But again, not if you are working to change it. It is harder to displace a meme than to evolve it. One of the most popular Christmas carols of all time was written by a Russian Jew regarding his experience in Los Angeles:
The sun is shining
The grass is green
The orange and palms trees sway
There's never been such a day
In Beverly Hills, LA
But it's December the 24th
And I'm longing to be up north
I'm dreaming of a white Christmas
Just like the ones I used to know
Other than the superficial use of the word "Christmas," there's no mention of god or Jesus. There's only the barest hint of a reference to Santa. The main thrust of the piece is the sentimentality of winter. It lets you provide the meaning of what "Christmas" is.
How much easier to have religion slip away than to provide popular substitutes? They let you keep the need for ritual while changing the message. Instead of "Silent Night" and "O Little Town of Bethlehem," you start singing "Jingle Bells" and "Sleighride."
quote:
Other than historically, how would it help?
Why are you denigrating the historical?
quote:
Thirdly, he argues that moderates empower fundamentalists. His use of religious material and practices most certainly empowers moderates. That would seem to be inconsistent.
Not if you're moving the moderates toward your position. Again, if you are leaching the religious understory out of the ritual, then it would be a bad idea to stake such a contrasting position that you can't find common ground. Like it or not, people need ritual. We have an amazingly entrenched ritual in our culture. It has already been changed from one form into another and it was done not by doing away with it but by co-opting it.
So why not do it again?

Rrhain

Thank you for your submission to Science. Your paper was reviewed by a jury of seventh graders so that they could look for balance and to allow them to make up their own minds. We are sorry to say that they found your paper "bogus," specifically describing the section on the laboratory work "boring." We regret that we will be unable to publish your work at this time.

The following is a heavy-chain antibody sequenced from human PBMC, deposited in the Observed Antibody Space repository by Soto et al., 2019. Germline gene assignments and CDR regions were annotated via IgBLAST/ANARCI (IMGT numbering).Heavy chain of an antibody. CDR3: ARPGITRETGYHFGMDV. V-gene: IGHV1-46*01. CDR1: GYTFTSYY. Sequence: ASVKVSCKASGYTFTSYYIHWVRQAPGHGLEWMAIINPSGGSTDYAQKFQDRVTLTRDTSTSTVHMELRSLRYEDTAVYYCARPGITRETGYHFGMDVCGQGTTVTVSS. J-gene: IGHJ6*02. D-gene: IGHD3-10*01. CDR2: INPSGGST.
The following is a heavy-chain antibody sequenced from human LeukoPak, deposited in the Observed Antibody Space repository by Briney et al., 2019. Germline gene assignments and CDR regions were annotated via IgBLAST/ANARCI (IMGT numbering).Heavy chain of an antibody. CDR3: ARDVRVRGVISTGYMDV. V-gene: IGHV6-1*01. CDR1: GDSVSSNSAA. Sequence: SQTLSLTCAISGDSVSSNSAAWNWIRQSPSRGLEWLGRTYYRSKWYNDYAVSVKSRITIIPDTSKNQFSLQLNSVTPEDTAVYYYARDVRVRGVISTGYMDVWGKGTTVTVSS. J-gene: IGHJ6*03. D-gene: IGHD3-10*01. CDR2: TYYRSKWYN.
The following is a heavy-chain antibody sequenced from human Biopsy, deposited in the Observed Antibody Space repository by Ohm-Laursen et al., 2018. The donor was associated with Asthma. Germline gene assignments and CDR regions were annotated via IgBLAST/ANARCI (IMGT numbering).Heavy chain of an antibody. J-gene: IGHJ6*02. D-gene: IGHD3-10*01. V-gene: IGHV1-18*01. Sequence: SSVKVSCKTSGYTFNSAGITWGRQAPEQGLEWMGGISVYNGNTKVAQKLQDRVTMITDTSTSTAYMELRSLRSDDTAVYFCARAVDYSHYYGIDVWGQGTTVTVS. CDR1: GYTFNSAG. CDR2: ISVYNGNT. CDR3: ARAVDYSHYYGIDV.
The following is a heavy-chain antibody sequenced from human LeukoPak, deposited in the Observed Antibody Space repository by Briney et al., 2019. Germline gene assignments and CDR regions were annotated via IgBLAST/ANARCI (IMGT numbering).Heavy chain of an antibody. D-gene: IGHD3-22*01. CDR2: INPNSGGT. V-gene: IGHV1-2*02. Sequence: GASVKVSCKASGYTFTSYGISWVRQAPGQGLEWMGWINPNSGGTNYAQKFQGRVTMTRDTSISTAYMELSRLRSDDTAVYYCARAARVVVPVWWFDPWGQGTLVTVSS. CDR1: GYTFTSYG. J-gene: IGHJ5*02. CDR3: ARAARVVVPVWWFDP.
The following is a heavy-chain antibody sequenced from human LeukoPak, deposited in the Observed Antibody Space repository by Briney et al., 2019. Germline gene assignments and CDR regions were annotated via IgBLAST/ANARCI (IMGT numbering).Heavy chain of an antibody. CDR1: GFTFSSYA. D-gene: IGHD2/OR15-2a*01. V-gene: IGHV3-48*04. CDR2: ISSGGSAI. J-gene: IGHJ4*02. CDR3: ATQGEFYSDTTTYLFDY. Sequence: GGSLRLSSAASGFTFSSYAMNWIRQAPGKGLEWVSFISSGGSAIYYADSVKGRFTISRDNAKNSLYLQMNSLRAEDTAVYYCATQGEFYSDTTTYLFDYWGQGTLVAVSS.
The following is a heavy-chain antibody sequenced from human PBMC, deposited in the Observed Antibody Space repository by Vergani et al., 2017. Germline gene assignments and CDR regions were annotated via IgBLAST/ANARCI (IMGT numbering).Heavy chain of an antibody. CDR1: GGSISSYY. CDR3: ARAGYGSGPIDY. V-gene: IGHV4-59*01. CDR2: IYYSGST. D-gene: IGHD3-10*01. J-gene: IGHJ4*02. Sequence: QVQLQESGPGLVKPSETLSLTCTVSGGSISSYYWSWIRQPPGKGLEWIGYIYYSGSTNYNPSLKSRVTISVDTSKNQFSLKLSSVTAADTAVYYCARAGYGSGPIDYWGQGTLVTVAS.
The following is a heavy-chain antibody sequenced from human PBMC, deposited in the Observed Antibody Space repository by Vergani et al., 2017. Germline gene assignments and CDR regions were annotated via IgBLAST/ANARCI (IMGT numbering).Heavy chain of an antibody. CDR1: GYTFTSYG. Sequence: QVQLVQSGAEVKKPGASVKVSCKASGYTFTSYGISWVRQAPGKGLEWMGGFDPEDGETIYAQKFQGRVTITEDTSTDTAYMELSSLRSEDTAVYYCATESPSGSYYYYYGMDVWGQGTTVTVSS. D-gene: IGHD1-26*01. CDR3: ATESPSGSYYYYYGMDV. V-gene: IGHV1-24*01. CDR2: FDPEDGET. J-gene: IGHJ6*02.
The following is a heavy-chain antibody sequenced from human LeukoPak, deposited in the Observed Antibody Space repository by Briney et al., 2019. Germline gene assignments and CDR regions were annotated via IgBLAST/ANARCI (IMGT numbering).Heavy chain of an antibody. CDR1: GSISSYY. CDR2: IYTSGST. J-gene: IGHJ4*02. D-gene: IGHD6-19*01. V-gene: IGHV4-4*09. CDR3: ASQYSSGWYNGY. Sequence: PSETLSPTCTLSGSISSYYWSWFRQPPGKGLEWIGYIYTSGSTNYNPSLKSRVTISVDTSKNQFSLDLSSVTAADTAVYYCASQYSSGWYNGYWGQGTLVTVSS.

This message is a reply to:
 Message 223 by Silent H, posted 12-22-2007 10:08 PM Silent H has replied

Replies to this message:
 Message 238 by Silent H, posted 12-24-2007 12:10 AM Rrhain has replied

Modulous
Member
Posts: 7801
From: Manchester, UK
Joined: 05-01-2005


Message 233 of 301 (443104)
12-23-2007 7:09 PM
Reply to: Message 230 by Silent H
12-23-2007 3:27 PM


Re: On the Hypocrisy of Dawkins and his supporters...
I do not see how a person can logically maintain that sharing some practices is not endorsement, and others are. It is arbitrary, and it is hypocritical. The hypocrisy... as brenna pointed out... is not in the fact of an atheist singing or praying, it is in one who does such things, attacking moderates as strongly as he does. If he can divorce himself from the rank of moderates based on his difference with them, then they can divorce themselves from extremists based on their differences with the extremists.
Does that make my position clearer?
No - I understand what you are saying, but my point is that Dawkins isn't criticizing moderates for endorsing religious practices or rituals. Dawkins has frequently said that rituals are probably a vital part of human life. It isn't the endorsement of religious-based practices he criticizes but the endorsement of faith-based reasoning. If all the world's religions were about singing songs about fictional heroes and role-models Dawkins wouldn't have really have much of a problem with it beyond an aesthetic one.